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The Dancer's Body - Part 1

Posted last July 6, 2010, 10:21 am in Health report article

In this first part of this “The Dancer’s Body” series we will examine abdominal region muscles, “abs” for short (commonly thought of as “the core”), and the critical importance to the dancer and in fact even non-dancers.The four muscles of the abdominal region are the rectus abdominus, the internal oblique, the external oblique, and the serratus anterior. The abdominal muscles are extremely important for good posture and alignment. Why? You may ask. Well this all goes back to our strange evolutionary path that took us from walking on all fours like nearly every other creature on our planet, to somewhat defying gravity and walking upright on two legs. The conflict that little twist of evolution created was to create a situation where our entire upper body is supported (or not) by those abdominal muscles and a very narrow long series of stacked up small bones called the spinal column. Our balance and in fact the condition of the spine and most joints in the body are at the mercy of this odd arrangement.  Interestingly enough, when we are young and active with toned and strong muscles, those wonderful “abs” support the vast majority of our upper body weight, thus taking the load off of the spine, keeping it elongated with a subtle curve (as seen in the image below), and allowing us to run fast, play sports, and dance with amazing balance and agility considering this structure. Unfortunately, with time, inactivity, poor diets, we often lose much of the strength in our abdominal muscle group and as a result our spines start pitching forward on top and hips tilt back, or hips forward and head pitched back. Amongst other things this not only puts extreme stress on the bones of the spine (look at the red and purple lines and you can imagine how this can impact the spine), but also causes our balance and mobility to deteriorate.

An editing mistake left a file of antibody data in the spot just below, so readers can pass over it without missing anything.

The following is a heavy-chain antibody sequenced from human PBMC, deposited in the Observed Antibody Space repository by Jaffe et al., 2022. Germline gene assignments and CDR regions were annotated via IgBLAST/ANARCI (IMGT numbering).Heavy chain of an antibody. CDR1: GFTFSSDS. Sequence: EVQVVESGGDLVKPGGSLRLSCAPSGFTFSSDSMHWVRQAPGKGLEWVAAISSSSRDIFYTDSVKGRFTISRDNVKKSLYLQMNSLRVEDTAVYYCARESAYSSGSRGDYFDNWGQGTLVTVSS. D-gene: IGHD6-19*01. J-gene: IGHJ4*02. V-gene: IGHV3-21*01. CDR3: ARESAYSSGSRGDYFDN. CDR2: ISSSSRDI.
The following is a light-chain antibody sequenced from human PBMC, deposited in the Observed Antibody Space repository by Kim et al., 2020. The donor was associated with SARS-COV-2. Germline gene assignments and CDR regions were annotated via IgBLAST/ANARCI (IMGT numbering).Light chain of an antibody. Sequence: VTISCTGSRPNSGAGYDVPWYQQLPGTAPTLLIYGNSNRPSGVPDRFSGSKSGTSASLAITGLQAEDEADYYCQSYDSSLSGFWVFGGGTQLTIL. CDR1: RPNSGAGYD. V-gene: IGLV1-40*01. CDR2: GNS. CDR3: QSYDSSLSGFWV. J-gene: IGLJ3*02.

Take a look at your spine and next time you dance, imagine your vertebrae aligned in an upright position with your cervical vertebrae lengthened.
When performing your isolations in class using the center of the body, take a look at your obliques and imagine one side of your body stretching while the other side is contracting. Maintain proper alignment throughout without arching the back or tucking pelvis under.
When doing say, a Latin walk, as you push off of your supporting leg and foot (as an example your right leg), your hip should be settled on that side with your Oblique’s compressed on the right side and left side stretched. Additionally, throughout your Rectus Abdominus should be toned and used to help lift your ribcage upwards with your chest slightly inflated, shoulders down and back, and head held erect.What does this all do to your dance? Plenty! It creates the condition of balance and engages these muscles to aid in moving you solidly forward from one walk to the next with balance, strength, firmness, and a look like you really “mean it.” Look at yourself in the mirror. Doesn’t that make you look more like the great dancers we admire.

Ken Broggelwirth Certified Dance Instructor (516) 769-8301 [email protected]www.stephaniesdancewithus.com